We caught the underwhelming Levek and a two-person instrumental group called 2PPM (Two People Playing Music). 2PPM’s jazzy drums, groovy bass lines, and distorted piano so entranced me I later went to buy their record only to realize I was talking to Levek’s merch guy. I felt awkward long enough to find out 2PPM’s music is free online anyway, and it’s hard to argue with free.


Especially if you’re the $3 waters I bought the next night at Moogfest, in the U.S. Cellular Center. Enough fuel to run from venue to venue, catching a few songs each from Nas, Pantha Du Prince, Bear in Heaven, and Miike Snow before learning a lesson about music festivals. You can’t catch all 19 bands playing 5 venues, often at the same time. If you want even a decent spot anyway.

 El-P (right), his hype man (left)

So I walked 20 minutes to The Orange Peel venue where I waited in front of the stage for nearly half an hour. But I got my spot. El-P made it worth my time, with only a hype man and two multi-instrumentalists, one playing guitar/drums and dressed in just a bathrobe, sunglasses, and a captain’s hat. El-P said it was his guitarist’s preferred outfit; he joked, in turn, that he wore it for El-P.
El-P performed mostly his latest album—solid but not my favorite—and dedicated a song to his recently deceased friend Camu Tao. Later, he brought out fellow rapper Killer Mike, who’d played a set of his own there earlier that night.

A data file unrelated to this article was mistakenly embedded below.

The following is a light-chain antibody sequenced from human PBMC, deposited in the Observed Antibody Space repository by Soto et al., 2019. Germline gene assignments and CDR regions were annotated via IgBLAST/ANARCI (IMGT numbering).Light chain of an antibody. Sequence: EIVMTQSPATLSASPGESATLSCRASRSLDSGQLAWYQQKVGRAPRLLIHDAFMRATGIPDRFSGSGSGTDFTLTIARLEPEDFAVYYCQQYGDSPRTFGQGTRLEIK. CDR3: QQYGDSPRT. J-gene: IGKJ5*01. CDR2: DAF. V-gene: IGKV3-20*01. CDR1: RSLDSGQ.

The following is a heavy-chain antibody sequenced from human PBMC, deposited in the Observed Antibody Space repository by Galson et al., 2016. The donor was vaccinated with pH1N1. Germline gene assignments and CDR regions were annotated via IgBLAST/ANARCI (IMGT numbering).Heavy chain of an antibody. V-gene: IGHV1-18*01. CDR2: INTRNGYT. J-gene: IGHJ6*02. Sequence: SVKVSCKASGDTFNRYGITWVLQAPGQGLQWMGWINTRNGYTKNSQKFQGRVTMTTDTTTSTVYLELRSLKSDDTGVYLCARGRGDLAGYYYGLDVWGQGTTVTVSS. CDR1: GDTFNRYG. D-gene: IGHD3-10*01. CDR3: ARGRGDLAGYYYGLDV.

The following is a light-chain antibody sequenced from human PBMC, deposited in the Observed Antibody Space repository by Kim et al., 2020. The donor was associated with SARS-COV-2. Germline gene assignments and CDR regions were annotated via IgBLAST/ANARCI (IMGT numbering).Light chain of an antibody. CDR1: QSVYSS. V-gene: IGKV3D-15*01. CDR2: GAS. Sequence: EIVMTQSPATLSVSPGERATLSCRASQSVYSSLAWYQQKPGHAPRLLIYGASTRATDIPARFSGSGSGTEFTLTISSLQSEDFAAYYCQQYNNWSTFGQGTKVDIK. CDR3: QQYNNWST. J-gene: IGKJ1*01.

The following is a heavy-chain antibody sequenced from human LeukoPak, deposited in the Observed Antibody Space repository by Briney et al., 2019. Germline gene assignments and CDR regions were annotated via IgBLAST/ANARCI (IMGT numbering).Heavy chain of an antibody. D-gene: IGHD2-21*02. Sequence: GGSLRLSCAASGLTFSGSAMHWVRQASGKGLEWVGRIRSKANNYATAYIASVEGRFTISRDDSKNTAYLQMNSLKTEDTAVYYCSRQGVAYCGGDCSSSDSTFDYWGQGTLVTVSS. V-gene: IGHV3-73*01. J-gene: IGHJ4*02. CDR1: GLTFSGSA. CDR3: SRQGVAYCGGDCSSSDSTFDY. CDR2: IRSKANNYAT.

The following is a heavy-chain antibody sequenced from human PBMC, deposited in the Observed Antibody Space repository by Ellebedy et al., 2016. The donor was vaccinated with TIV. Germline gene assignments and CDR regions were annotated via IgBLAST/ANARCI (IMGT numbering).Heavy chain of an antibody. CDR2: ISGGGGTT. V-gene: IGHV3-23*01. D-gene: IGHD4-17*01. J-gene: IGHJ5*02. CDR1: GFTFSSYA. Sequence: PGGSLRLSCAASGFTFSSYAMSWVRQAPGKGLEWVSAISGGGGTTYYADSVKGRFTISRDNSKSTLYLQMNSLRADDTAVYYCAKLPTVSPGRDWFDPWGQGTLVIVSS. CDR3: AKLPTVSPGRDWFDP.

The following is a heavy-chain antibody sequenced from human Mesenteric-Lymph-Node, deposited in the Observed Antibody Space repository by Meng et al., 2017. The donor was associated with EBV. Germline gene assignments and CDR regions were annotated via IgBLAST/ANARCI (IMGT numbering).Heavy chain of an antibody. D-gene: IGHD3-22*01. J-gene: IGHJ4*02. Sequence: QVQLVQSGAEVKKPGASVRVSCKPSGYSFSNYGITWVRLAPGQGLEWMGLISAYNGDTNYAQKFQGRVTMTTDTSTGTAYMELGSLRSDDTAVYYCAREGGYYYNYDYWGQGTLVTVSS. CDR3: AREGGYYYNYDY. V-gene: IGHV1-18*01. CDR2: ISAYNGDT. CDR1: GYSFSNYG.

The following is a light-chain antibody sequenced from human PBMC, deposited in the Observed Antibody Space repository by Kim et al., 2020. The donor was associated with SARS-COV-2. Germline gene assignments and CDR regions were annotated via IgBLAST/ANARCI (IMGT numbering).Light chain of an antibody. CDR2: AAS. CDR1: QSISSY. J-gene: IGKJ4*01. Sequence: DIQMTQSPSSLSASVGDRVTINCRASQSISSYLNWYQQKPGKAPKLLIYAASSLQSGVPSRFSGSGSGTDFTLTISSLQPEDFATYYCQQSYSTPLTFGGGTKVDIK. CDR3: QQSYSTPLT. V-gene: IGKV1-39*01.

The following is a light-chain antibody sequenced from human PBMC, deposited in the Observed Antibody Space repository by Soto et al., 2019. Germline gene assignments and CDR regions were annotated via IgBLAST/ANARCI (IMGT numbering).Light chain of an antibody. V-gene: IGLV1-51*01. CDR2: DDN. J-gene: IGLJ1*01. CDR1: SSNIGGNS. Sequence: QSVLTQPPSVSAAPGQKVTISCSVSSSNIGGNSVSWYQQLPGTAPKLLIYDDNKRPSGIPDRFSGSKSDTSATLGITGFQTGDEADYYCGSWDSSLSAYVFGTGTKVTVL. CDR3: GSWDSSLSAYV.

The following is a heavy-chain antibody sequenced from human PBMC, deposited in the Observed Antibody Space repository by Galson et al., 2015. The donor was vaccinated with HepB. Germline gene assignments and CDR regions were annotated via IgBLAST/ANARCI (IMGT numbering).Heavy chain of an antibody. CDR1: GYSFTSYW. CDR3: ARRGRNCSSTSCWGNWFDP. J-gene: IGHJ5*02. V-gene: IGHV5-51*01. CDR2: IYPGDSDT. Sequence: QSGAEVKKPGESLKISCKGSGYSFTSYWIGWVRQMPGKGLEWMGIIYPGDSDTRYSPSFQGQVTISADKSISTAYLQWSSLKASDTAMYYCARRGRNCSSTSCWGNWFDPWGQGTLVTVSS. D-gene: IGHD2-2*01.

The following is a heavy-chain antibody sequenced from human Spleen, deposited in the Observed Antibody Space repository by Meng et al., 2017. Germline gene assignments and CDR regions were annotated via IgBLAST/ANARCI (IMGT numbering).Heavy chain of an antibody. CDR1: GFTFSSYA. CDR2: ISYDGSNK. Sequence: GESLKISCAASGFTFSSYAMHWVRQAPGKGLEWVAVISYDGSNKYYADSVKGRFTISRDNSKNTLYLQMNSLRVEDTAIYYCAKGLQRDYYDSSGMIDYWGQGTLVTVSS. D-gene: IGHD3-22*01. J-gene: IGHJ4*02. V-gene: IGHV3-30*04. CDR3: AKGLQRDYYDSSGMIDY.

You know I had to get a shot of Killer Mike's shirt.

Afterward, I jetted off for the second half of Primus at the last venue only to find myself the worst crowd position of the night. So I walked right back 20 minutes to catch Black Moth Super Rainbow 30 minutes early to ensure a good spot. Though I’d only heard a few of their songs—older songs—I’d loved what I’d heard and loved them even more live.

Solid musicianship, especially tight, ever-pulsating drums turned hazy vintage-synth-driven songs into an indie dance party. Meanwhile, wall-projected videos played, music videos where appropriate and for the rest, trippy visuals of odd locations with randomly appearing-and-disappearing people. The crowd, too, was fun to watch, especially a guy in a rhinoceros mask who went crowd surfing and a guy wearing a creepy surreal orange-shaped mask from BMSR’s “Windshield Smasher” music video.

"I hope my friends didn't misunderstand me," I told several strangers in the packed crowd. "When I told them I was going to GZA." I paused. "But really, how could they? It works either way."

As GZA took the stage, he showed us how relevant a rapper in his mid 40s can be, moving the crowd with only a DJ behind him and decades-worth of charisma. He ran through his entire classic “Liquid Swords” album alongside numerous other songs and guest verses he’d written over the years. In between songs, he humorously engaged the crowd, calling out one fan who couldn’t identify the rapper on the kid's own Wu-Tang Clan shirt he’d worn to the show.